Good economic news is hard to come by these days, but a ray of light in the housing industry emerged earlier this month when it was revealed that housing prices had increased 3.6% in the second quarter of 2011, according to the S&P/Case-Shiller national index, the most reliable and highly regarded indicator of health in the housing sector. Economists are split on what this means in the long term—specifically, whether or not this signals that the housing recovery has arrived, or whether it is a momentary blip, and a full-blown housing recovery is still months or even years away. Here’s a look at both sides.
Side #1: The housing recovery has begun
A 3.6% increase in housing prices in one quarter is substantial in any market, but it is particularly compelling given that housing prices had fallen for three consecutive quarters, prior to the Q2 numbers. If we were experiencing a small blip caused by market anomalies, we would anticipate a much smaller increase. Furthermore, the S&P/Case-Shiller national index is not the only index to pick up on the trend. A separate city-by-city index found a 1.1% increase in June alone (the last month for which data has been collected), which means not only are prices increasing, but the rate of increase is accelerating. Finally, the percentage of investment-driven real estate deals is increasing. Investors are always the first to smell a recovery, and they are coming back in droves. These are textbook recovery conditions.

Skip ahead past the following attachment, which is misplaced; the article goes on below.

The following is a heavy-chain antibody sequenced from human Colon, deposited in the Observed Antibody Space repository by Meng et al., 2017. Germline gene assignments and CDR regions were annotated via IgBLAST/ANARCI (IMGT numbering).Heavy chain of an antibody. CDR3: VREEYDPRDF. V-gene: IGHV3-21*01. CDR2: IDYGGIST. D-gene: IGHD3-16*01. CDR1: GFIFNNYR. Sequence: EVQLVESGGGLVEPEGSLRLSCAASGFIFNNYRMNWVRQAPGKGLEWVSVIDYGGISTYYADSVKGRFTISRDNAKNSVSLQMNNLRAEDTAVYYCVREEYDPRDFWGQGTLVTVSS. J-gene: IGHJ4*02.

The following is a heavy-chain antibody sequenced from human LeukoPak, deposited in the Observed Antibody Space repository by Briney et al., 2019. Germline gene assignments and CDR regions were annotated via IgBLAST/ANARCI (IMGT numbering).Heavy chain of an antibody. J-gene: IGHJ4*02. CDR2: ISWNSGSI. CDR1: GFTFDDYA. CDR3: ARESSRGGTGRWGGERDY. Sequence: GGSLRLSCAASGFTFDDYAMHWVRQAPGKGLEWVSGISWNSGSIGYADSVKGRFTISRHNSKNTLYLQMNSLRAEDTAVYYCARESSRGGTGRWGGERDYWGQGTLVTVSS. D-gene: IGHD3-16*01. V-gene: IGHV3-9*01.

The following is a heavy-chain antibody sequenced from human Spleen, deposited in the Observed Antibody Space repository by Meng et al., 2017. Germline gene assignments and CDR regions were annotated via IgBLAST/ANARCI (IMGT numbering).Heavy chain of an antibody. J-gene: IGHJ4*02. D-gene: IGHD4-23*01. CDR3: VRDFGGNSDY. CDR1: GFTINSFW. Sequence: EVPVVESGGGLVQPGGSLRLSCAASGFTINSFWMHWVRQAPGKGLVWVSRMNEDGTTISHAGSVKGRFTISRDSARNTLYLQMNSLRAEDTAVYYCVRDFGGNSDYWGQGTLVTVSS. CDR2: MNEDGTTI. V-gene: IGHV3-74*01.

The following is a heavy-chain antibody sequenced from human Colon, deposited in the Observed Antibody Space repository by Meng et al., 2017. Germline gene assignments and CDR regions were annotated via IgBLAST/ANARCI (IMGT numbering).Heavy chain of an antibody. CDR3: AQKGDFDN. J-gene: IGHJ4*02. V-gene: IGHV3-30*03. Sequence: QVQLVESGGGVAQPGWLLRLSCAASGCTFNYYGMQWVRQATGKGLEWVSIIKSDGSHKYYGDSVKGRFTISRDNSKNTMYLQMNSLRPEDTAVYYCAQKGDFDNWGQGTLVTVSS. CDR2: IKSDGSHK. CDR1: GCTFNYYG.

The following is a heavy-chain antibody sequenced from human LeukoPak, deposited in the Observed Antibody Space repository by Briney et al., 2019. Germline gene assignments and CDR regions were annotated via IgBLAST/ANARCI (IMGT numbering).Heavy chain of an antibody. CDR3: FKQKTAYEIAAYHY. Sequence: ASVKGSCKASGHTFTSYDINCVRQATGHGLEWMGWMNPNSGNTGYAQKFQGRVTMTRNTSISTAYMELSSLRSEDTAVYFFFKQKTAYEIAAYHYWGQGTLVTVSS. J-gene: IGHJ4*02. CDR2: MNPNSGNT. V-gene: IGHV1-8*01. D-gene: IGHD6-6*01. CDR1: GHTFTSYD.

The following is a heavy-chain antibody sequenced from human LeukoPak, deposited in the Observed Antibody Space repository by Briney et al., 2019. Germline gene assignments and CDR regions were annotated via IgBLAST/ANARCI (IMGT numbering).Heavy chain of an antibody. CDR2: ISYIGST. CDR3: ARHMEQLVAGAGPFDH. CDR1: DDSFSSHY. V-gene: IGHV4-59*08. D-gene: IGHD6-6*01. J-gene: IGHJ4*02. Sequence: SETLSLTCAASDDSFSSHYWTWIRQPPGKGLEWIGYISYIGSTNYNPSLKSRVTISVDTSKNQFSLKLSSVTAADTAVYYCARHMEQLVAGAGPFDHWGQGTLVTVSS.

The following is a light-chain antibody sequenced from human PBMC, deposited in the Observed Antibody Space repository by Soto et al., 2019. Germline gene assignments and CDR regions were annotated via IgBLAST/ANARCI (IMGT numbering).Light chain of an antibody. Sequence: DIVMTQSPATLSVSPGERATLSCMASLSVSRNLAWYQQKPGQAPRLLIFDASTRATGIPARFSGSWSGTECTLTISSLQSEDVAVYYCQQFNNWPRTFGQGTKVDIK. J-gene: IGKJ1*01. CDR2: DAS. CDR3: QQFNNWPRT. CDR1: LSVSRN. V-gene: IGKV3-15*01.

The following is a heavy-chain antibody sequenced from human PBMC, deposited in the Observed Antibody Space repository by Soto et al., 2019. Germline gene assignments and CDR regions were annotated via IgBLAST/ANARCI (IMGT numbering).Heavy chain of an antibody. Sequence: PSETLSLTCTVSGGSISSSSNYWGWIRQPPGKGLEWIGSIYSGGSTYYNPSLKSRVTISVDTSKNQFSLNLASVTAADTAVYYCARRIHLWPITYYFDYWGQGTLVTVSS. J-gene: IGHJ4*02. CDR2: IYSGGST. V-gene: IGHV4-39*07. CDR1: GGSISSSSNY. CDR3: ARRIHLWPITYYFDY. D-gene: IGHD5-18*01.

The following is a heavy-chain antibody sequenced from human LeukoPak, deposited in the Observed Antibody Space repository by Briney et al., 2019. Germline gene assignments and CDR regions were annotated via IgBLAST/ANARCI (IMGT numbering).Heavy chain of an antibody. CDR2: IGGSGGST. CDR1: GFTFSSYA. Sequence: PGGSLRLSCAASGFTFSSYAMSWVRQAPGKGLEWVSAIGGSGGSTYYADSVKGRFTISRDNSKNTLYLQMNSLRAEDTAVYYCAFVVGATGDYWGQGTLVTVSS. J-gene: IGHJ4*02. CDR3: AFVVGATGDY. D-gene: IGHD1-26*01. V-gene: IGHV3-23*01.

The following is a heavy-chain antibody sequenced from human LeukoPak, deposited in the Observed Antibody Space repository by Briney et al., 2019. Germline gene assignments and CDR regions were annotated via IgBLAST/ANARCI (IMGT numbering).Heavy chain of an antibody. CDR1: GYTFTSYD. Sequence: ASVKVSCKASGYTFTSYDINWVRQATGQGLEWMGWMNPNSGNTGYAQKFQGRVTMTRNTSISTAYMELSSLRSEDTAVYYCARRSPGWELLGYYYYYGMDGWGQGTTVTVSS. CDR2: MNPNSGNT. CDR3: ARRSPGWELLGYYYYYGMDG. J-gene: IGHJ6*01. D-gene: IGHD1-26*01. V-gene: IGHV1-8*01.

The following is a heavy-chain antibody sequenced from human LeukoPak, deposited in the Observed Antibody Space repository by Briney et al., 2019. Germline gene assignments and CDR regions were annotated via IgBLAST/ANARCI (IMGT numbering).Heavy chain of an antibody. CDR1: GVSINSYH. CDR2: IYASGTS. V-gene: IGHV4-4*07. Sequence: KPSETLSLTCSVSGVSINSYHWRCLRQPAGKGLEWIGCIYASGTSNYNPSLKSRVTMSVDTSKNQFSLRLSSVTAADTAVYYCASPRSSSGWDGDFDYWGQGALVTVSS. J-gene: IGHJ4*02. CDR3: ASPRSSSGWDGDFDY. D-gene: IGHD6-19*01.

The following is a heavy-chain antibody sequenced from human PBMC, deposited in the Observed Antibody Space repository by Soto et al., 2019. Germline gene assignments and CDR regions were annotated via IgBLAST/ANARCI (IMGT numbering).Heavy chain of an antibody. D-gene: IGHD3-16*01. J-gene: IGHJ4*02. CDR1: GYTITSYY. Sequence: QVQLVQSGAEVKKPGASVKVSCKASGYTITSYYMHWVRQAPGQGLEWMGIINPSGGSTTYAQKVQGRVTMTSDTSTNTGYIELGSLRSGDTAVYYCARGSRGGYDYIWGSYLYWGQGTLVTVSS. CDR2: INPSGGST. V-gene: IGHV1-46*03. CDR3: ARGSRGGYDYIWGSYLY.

Side #2: The housing recovery has not yet begun
While the 3.6% increase is promising, it must be placed in context of sagging values for the last several years. Prices are still down almost 5% year-over-year, and from a statistical standpoint, substantial increases are less significant when they are preceded by substantial decreases. More importantly, data reflecting increasing prices was collected in June. Since then, we have endured a credit downgrade, GDP downward revisions, and a European debt crisis. Whatever seeds of growth were planted in the early summer were trampled on by mid-August. Expect prices to return to a downward skid in the next quarter.
Scoring the debate
No matter what side you come down on, one thing is clear—prices have upward pressures for the first time in a long time. This is good news for homeowners. However, it is also true that bad news in the global economy threatens to counteract the positive movement experienced in the last quarter. Ultimately, a housing recovery is inevitable, though it’s timing remains up in the air. We should know more when Q3 numbers are released in November.